From the walkway we spy this gem of a Malay restaurant, Hussain Bistro Curry House in the Cosway Wisma.

It's buzzing on a Saturday afternoon.

Grab a plate of rice and pile up your plate, they will charge you mostly based on how much protein you've added.

Malay food is amazing, finding it fresh when and where you want it is tricky. We don't get anything nearly as good as this in Australia, and you've often got to hunt for it in Malaysia as well.

We have a dilemma, which is we want to try every dish, and we only have time for one visit. We stack our plates high. We envy the locals who can drop in regularly and just get a little bit of this and that to suit the mood, balance the flavours.

Long sticks of fried tempeh, fish cooked with eggplant, sambal stuffed fish, throw in some fresh wing beans on the side for a crunch.

Fish stuffed with a spicy red sauce, fried croquettes, noodles and bean sprouts.

Sweeties - moist steamed cake, with or without brown sugar. Throw in some iced tea and the lot cost about 28 ringat.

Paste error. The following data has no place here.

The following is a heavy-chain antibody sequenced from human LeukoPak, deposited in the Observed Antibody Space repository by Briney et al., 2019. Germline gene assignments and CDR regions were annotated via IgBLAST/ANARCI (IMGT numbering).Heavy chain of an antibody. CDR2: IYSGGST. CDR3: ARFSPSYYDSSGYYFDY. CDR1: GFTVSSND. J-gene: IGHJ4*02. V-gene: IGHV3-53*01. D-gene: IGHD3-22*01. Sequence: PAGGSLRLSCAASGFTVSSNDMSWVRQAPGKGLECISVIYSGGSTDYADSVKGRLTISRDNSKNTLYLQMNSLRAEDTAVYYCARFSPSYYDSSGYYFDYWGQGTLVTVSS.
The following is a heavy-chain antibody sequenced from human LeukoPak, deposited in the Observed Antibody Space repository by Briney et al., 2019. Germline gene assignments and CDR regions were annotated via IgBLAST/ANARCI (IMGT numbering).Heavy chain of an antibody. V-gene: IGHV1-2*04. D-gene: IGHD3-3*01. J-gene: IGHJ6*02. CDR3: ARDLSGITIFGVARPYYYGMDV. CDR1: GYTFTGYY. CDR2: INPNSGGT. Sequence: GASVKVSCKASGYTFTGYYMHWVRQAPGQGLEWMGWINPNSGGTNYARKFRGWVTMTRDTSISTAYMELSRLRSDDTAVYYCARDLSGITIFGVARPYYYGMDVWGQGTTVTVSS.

Hussain Bistro Curry House is at the bottom of the LCCC/Bukit Bintang exit to the Hotel Isthana and Wisma Cosway.

End of Tour.

We love Malaysia.


  1. No. Way.

    Restoran SK is my all time favourite. I stay super close usually twice a year, and get up early to have breakfast (2x roti, murtabark, teh tarik, ais lychee) and then go for a walk in the heat so I can be back there for a second breakfast by 11am.

    Every time I read your KL posts late at night, I almost book my self a cheap airasia return ticket for a weekend (eating only) getaway.

    1. If only the flight was a few hours less, we would be tempted for a few long weekends as well.

  2. Great post and lots of useful info - thanks. Must get to KL again soon, before Imbi market closes!

  3. Looks like we're headed to KL for a family trip (and maybe an extra friend) 4 kids in KL should be awesome.

    We jettisoned our usual trip to HK, mainly because the tickets were cheap, accommodation cheap and without a disneyland, we shave a good 1/3 of the cost of the trip off.

    Thanks again for all the foodie stuff, it seems from looking at google maps that I can't find these things, but putting in street names gives me an idea of where to street view.


Thanks for your comment joy - please keep your musings happy - if you want to complain about a restaurant please do it on a restaurant review site (or your own blog) - we're all about celebrating cultural diversity and the great eats that come along with it :-)

Our ethics: We pay for all our own meals and travel (though sometimes Mum shouts us).